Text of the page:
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Exploring the uses of telematic technology in performance
Department of Art and Media Studies, Norwegian University of Science and Technology, Trondheim, Norway.
Keywords: Artistic intention, telematics, high-tech, low-tech, juxtapositions, collaborationAbstract
Telematic or networked performance is an art form that emerged in the 1980s that applies telecommunication technology to performance. Today, there are typically two versions: high-tech and low-tech. Hi-tech telematic performance has been criticised for focusing on developing the technical and dismissing the aesthetic, by merely displaying the telematic connection in a theatrical manner. In this article, we will look at performance works that go beyond the mere technological display of the connection and examine what the technology is being used for in aesthetic terms.
We will conduct a comparative analysis of two low-tech telematic performances that represent two large trends of practices within the field. On the one hand, the performance ON LOVE (2013) by Dutch visual artist Annie Abrahams uses telematics to create visual and dramaturgical juxtapositions. On the other hand, the performance make-shift (2012) by British theatre directors Helen Varley Jamieson and Paula Crutchlow uses telematics to engage remote audiences into active participation and collaboration. Through the analysis, we will be able to identify the purpose behind the technology while bringing forward the artistic strategies that are being used and this will help us develop an aesthetics of telematic performance.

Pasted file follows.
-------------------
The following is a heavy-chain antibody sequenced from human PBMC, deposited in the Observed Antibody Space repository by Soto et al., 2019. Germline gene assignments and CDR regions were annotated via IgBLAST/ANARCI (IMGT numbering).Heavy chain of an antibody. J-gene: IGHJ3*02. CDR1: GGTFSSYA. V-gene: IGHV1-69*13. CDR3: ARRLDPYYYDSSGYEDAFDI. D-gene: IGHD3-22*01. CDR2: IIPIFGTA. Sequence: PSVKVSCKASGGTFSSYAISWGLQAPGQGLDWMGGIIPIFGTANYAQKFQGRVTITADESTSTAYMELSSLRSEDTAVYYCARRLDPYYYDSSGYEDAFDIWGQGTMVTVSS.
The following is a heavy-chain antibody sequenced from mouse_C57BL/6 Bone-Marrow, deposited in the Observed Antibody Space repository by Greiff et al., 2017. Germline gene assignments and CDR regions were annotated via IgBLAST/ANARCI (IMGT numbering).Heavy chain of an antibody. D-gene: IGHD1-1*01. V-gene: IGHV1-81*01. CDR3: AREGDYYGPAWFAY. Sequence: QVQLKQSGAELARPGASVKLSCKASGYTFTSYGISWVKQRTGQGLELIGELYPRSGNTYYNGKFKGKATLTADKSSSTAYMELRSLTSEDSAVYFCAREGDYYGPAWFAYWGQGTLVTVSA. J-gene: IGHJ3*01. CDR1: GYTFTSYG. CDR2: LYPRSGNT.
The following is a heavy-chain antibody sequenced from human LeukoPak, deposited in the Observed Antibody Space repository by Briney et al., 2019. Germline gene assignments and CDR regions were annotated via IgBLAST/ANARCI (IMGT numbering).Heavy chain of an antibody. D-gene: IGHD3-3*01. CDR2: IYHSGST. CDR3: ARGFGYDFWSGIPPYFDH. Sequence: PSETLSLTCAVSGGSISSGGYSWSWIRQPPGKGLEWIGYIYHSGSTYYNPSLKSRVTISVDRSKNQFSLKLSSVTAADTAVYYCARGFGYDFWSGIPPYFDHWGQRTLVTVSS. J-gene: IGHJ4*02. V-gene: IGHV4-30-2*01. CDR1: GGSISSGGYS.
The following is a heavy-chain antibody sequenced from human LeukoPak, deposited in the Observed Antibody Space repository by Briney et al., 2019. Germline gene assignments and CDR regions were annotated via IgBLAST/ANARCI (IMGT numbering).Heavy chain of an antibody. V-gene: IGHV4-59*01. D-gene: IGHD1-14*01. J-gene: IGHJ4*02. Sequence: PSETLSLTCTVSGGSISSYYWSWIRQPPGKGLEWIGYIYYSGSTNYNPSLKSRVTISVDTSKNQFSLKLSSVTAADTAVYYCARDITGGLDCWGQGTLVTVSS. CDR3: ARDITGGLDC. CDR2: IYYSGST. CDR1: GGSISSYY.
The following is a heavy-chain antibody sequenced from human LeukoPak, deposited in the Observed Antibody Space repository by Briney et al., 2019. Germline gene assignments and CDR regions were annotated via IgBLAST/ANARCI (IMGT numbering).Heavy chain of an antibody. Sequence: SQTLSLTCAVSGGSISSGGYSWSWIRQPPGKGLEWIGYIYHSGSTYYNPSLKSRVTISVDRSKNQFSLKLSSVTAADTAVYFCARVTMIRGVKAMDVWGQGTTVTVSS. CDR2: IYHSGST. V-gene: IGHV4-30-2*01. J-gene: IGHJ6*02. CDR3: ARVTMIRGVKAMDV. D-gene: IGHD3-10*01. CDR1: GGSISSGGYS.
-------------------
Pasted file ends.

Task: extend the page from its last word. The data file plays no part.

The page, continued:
Elena Pérez is a researcher, theatre practitioner and experimental game designer. She is doing her PhD (2009-2014) in the department of Art and Media Studies at the Norwegian University of Science and Technology (NTNU), where she is looking at how digital media impacts contemporary performance, more specifically, how digital media challenge theatrical conventions in multimedia theatre, telematic and pervasive performance.